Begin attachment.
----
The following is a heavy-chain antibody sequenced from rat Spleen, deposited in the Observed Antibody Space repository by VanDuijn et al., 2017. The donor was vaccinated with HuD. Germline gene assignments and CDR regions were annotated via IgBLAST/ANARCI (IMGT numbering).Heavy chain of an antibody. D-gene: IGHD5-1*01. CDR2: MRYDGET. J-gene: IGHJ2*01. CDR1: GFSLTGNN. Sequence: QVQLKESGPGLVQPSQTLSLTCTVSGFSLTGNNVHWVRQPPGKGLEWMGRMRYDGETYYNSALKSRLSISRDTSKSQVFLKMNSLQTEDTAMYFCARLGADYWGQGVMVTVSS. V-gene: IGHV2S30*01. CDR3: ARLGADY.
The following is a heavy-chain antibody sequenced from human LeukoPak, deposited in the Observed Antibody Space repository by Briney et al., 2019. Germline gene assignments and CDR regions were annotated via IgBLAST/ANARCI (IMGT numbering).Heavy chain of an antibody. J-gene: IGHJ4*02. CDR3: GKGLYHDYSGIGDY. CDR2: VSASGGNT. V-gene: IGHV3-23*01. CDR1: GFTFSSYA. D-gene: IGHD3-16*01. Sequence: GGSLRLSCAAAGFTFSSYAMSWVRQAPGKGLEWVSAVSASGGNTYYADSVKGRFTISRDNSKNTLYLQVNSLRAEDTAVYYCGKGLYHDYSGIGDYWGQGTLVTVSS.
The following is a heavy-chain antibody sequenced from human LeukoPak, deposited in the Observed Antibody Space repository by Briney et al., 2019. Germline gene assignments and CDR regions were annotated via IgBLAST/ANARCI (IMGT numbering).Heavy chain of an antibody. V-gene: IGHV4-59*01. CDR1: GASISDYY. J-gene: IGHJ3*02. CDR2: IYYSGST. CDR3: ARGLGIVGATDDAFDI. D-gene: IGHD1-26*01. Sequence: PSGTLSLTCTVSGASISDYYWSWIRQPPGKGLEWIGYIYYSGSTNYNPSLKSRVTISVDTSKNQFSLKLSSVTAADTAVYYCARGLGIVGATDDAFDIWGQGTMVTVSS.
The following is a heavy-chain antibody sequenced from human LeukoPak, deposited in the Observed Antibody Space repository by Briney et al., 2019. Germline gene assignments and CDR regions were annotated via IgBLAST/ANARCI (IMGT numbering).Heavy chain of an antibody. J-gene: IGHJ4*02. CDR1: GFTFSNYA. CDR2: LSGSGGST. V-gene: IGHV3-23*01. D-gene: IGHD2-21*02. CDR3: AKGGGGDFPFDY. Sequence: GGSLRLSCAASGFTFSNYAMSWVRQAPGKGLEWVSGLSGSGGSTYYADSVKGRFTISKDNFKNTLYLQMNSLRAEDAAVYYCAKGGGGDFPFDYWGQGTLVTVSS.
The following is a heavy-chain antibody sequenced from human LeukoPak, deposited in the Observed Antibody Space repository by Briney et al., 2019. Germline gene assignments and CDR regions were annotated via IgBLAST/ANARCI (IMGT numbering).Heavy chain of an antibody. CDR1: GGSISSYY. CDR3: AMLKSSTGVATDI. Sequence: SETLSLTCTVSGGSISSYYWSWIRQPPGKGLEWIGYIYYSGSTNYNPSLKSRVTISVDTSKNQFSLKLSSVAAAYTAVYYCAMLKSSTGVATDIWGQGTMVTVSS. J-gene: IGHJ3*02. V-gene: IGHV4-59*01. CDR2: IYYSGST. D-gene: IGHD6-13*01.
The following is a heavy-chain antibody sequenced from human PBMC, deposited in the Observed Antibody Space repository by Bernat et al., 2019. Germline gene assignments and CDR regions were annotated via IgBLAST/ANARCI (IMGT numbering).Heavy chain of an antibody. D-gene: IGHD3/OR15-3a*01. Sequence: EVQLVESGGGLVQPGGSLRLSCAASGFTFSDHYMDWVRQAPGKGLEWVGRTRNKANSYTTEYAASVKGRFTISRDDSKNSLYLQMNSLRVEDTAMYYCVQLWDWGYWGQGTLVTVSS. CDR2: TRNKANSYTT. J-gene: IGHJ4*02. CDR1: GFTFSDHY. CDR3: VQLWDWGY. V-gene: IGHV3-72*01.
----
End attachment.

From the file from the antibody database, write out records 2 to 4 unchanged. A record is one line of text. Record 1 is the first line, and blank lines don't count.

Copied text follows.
The following is a heavy-chain antibody sequenced from human LeukoPak, deposited in the Observed Antibody Space repository by Briney et al., 2019. Germline gene assignments and CDR regions were annotated via IgBLAST/ANARCI (IMGT numbering).Heavy chain of an antibody. J-gene: IGHJ4*02. CDR3: GKGLYHDYSGIGDY. CDR2: VSASGGNT. V-gene: IGHV3-23*01. CDR1: GFTFSSYA. D-gene: IGHD3-16*01. Sequence: GGSLRLSCAAAGFTFSSYAMSWVRQAPGKGLEWVSAVSASGGNTYYADSVKGRFTISRDNSKNTLYLQVNSLRAEDTAVYYCGKGLYHDYSGIGDYWGQGTLVTVSS.
The following is a heavy-chain antibody sequenced from human LeukoPak, deposited in the Observed Antibody Space repository by Briney et al., 2019. Germline gene assignments and CDR regions were annotated via IgBLAST/ANARCI (IMGT numbering).Heavy chain of an antibody. V-gene: IGHV4-59*01. CDR1: GASISDYY. J-gene: IGHJ3*02. CDR2: IYYSGST. CDR3: ARGLGIVGATDDAFDI. D-gene: IGHD1-26*01. Sequence: PSGTLSLTCTVSGASISDYYWSWIRQPPGKGLEWIGYIYYSGSTNYNPSLKSRVTISVDTSKNQFSLKLSSVTAADTAVYYCARGLGIVGATDDAFDIWGQGTMVTVSS.
The following is a heavy-chain antibody sequenced from human LeukoPak, deposited in the Observed Antibody Space repository by Briney et al., 2019. Germline gene assignments and CDR regions were annotated via IgBLAST/ANARCI (IMGT numbering).Heavy chain of an antibody. J-gene: IGHJ4*02. CDR1: GFTFSNYA. CDR2: LSGSGGST. V-gene: IGHV3-23*01. D-gene: IGHD2-21*02. CDR3: AKGGGGDFPFDY. Sequence: GGSLRLSCAASGFTFSNYAMSWVRQAPGKGLEWVSGLSGSGGSTYYADSVKGRFTISKDNFKNTLYLQMNSLRAEDAAVYYCAKGGGGDFPFDYWGQGTLVTVSS.